Preferreds Have a Higher Yield Than Most Common Market Segment

Key Takeaway: A potential 6%+ yield for a group of primarily investment-grade securities is worth considering for the income generation portion of a portfolio.

Tax-Advantaged Income Potential

Beyond an attractive yield potential, many preferred securities pay qualified dividend income (QDI) rates, which may enhance after-tax yield. Taxed at roughly 20%, QDI rates can be considerably less than ordinary income rates. Since preferred securities are hybrids of stocks and bonds, certain preferred securities generate qualified dividend income. This type of income is typically created by common stocks and taxed at the lower capital gains tax rate. In contrast, traditional fixed income investments create income subject to ordinary income tax rates (up to 37% based on current tax brackets).2

Targeting Portfolio Diversification

One of the basic principles of portfolio construction is ensuring portfolios are properly diversified, seeking to balance risk and return by including assets with low correlations. A way to examine the potential diversification benefits of an asset class, and its use case, is to understand its correlation profile. For instance, if a fixed income exposure has a low correlation to other bond strategies but is highly correlated with equities, than its inclusion into the fixed income sleeve of a standard 60/40 equity/bond allocation may do two things:

  1. Improve the diversification profile within the bond allocation
  2. Make the total portfolio more equity sensitive

If that is the intended goal, inclusion could be a good idea. In any case, understanding the cross-asset correlation profile of an exposure prior to implementation should be on the investor’s portfolio construction checklist. For preferreds, as they are both bond-and stock-like, their correlation profile is low relative to both asset classes, as shown below. Their correlation basic US Treasuries is very low at 0.13 over the last 15 years (based on monthly returns).3 They also have lower than 0.464 correlation to equity-sensitive high yield bonds and to equities themselves — from all parts of the world.

Figure 2 : Preferreds Have Low Correlations to Common Market Segment

Preferreds Have Low Correlations to Common Market Segment

Key Takeaway: Preferred shares have low historical correlations to traditional stocks and bonds, indicating that their return patterns may be differentiated throughout certain market environments, resulting in a potential portfolio diversifier.

Seeking Income with Less Volatility

As a result of preferred shares having both bond – and stock-like features, the volatility profile of preferreds has historically been lower than that of pure common stocks, while being just a touch below that of credit-sensitive high yield bonds, as shown below. For this analysis, we used the historical median rolling 36-month standard deviation of returns over the last 15 years, as a rolling measure can account for the cyclicality within an asset class. It is also more constructive than periodic returns, as one can examine outliers. For instance, preferred shares became more volatile than both high yields bonds and US large-cap stocks during the financial crisis due to the financial concentration within the asset class.5 The latter point may be helpful in understanding return patterns if there is a market event that creates short-term volatility in the financial sector.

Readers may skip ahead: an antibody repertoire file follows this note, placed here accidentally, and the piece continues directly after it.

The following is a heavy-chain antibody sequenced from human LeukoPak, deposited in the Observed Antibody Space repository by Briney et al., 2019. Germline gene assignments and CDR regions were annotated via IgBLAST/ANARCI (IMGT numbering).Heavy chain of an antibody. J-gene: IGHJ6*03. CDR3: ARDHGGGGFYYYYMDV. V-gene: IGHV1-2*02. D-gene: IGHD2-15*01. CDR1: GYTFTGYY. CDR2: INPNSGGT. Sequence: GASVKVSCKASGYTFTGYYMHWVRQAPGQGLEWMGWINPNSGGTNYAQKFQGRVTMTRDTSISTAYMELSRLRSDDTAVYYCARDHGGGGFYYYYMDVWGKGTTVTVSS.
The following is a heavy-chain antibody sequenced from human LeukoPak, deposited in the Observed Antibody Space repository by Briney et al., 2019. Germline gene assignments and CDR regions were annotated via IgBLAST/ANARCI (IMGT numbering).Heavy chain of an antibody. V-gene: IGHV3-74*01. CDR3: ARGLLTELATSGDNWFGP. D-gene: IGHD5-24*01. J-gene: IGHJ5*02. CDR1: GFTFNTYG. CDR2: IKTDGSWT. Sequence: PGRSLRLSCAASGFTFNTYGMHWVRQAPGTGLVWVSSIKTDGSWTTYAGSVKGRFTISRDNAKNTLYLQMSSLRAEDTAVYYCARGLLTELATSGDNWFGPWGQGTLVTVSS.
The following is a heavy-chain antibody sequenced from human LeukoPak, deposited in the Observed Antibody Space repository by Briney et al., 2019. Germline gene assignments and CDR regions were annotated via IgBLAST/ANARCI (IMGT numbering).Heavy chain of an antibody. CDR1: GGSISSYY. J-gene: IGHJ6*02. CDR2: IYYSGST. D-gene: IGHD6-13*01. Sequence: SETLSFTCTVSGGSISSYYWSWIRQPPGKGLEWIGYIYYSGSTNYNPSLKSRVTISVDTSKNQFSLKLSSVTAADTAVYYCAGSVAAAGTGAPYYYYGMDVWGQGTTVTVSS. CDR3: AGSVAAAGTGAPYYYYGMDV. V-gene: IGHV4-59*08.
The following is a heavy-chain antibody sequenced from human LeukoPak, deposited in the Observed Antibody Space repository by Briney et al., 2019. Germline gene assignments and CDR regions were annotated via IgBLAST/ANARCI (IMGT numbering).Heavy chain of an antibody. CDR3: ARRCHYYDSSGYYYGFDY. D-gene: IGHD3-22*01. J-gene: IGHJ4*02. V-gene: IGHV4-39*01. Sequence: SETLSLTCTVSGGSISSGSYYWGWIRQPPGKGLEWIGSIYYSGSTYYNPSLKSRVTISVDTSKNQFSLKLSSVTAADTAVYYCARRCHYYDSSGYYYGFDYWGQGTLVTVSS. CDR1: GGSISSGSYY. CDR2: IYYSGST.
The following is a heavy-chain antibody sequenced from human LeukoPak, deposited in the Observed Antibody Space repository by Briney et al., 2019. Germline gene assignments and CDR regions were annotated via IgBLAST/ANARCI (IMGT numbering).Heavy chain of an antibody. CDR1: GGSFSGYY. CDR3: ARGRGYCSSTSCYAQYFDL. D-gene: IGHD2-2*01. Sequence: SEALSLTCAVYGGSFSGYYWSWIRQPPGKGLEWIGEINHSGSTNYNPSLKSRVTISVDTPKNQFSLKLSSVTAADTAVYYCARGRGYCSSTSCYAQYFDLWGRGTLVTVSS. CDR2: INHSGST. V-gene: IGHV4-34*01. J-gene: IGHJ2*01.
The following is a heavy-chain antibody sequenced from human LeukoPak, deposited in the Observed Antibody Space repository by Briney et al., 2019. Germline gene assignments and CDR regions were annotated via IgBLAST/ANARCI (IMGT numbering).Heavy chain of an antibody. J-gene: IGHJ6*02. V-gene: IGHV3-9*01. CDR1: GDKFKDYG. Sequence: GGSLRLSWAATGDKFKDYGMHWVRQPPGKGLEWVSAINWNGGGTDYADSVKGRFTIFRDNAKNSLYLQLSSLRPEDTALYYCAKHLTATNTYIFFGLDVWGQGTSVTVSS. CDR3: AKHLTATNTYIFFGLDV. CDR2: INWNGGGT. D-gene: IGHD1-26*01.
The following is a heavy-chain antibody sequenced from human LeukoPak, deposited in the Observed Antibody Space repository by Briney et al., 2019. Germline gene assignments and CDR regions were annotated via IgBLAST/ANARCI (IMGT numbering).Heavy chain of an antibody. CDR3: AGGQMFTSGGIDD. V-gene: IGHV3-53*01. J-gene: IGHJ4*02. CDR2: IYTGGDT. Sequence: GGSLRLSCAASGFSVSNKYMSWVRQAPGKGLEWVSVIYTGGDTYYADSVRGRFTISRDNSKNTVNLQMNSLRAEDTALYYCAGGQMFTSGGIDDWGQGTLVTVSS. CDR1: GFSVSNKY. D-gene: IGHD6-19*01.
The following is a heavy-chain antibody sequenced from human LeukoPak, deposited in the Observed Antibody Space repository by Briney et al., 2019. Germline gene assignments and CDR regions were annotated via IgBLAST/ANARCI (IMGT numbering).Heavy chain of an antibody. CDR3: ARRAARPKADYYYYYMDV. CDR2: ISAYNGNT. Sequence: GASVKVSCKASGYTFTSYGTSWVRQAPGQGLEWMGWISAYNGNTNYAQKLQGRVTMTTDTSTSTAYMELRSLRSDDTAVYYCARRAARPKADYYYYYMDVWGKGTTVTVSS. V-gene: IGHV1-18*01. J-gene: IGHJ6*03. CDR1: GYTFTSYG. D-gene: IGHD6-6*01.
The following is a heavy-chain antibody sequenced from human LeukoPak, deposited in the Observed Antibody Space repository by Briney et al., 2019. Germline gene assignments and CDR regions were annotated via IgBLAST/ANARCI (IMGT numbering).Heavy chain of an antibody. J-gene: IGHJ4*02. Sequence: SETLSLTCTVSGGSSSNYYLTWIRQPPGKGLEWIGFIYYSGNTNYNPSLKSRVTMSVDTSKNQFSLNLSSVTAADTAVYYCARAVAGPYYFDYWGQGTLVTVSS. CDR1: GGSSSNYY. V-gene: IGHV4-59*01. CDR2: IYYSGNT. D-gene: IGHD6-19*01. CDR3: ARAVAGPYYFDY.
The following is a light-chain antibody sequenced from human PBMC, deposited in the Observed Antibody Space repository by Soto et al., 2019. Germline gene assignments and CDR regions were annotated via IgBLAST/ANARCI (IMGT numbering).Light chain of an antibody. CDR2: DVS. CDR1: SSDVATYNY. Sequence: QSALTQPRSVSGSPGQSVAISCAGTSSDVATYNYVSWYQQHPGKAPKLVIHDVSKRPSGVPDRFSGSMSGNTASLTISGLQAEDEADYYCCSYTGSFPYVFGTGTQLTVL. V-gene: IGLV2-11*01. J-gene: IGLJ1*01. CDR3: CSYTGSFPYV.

Figure 3 : Preferreds Have Historically Had Lower Volatility than Stocks and High Yield Bonds

Preferreds Have Historically Had Lower Volatility than Stocks and High Yield Bonds

Key Takeaway: Due to the hybrid nature of preferred shares, the volatility profile is lower than that of common stocks — both traditional US large caps and the actual underlying common stocks of the same preferreds — and credit-sensitive high yield bonds. Therefore, preferreds add high income potential without taking on outsized volatility.

How to Allocate to Preferreds

Preferreds may be an option for investors seeking some of the highest yields in the investment-grade universe while maintaining overall portfolio diversification.

Due to the unique features described earlier, investors can integrate preferreds into their portfolios with these goals in mind:

  • Income Diversification: With relatively low historical correlations to traditional stocks and bonds — 0.43 and 0.36, respectively — and a beta of 0.50 to stocks,6 preferreds may help to diversify portfolio income generation.
  • Reduce Equity Volatility: These hybrid vehicles may also generate attractive potential income per unit of risk, considering that their yield per unit of trailing 36-month volatility is 0.54 versus 0.28 for long-term Treasuries and 0.15 for US large-cap dividend equities.7 While high yield bonds have offered higher yields per unit of volatility, they may bring more significant credit risk to a portfolio. Preferreds have higher quality ratings than that of high yield bonds as they typically hold mostly investment-grade rated securities from the highly-regulated banking and insurance sectors.

Figure 4 : Yield-Per-Unit of Volatility

Yield-Per-Unit of Volatility

Consider the SPDR® ICE Preferred Securities ETF

Investors seeking a potential source of income should take a closer look at preferreds, as the elevated level of income coincides with potential tax and diversification benefits but is not the result of taking on high levels of volatility.

The SPDR® ICE Preferred Securities ETF (PSK) employs stringent credit-quality criteria and largely holds investment-grade securities. PSK’s index also excludes convertible preferred securities, meaning the fund may exhibit less equity risk than peers that include this security type. In order to avoid issuer concentration, the index also invokes a 5% issuer cap.

More on Fixed Income